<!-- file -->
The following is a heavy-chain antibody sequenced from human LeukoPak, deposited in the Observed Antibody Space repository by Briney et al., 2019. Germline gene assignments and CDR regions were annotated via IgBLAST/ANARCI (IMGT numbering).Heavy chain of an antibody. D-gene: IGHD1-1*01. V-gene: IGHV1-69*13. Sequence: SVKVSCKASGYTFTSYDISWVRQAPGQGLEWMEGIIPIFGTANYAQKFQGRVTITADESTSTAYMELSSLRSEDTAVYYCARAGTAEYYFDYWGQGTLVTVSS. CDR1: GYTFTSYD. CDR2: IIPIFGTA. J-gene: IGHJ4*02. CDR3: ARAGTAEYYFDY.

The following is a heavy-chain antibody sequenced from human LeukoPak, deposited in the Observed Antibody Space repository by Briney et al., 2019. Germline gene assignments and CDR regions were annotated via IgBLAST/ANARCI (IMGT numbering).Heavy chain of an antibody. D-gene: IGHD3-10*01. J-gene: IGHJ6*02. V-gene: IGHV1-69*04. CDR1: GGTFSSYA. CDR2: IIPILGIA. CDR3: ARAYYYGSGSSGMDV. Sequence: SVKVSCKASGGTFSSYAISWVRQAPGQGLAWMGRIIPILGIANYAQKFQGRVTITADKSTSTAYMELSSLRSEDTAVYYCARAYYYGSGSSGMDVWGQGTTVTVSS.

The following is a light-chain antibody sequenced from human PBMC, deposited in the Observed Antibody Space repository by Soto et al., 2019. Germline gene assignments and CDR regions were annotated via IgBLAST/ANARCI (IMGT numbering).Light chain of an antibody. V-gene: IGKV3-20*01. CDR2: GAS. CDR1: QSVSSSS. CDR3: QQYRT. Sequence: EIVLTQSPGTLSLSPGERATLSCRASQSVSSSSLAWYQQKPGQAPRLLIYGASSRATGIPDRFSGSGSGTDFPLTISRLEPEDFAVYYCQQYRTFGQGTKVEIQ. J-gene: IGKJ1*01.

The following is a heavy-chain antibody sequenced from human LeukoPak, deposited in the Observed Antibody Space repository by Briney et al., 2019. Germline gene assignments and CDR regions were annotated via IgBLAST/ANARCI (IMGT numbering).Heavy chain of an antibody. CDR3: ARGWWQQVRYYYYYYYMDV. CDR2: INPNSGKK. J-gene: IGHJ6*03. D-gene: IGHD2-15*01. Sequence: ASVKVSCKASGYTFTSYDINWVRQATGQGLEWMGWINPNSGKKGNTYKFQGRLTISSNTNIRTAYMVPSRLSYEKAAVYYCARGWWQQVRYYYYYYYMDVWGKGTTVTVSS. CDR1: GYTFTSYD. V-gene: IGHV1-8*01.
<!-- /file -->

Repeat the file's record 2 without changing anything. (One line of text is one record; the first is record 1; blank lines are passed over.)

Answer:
The following is a heavy-chain antibody sequenced from human LeukoPak, deposited in the Observed Antibody Space repository by Briney et al., 2019. Germline gene assignments and CDR regions were annotated via IgBLAST/ANARCI (IMGT numbering).Heavy chain of an antibody. D-gene: IGHD3-10*01. J-gene: IGHJ6*02. V-gene: IGHV1-69*04. CDR1: GGTFSSYA. CDR2: IIPILGIA. CDR3: ARAYYYGSGSSGMDV. Sequence: SVKVSCKASGGTFSSYAISWVRQAPGQGLAWMGRIIPILGIANYAQKFQGRVTITADKSTSTAYMELSSLRSEDTAVYYCARAYYYGSGSSGMDVWGQGTTVTVSS.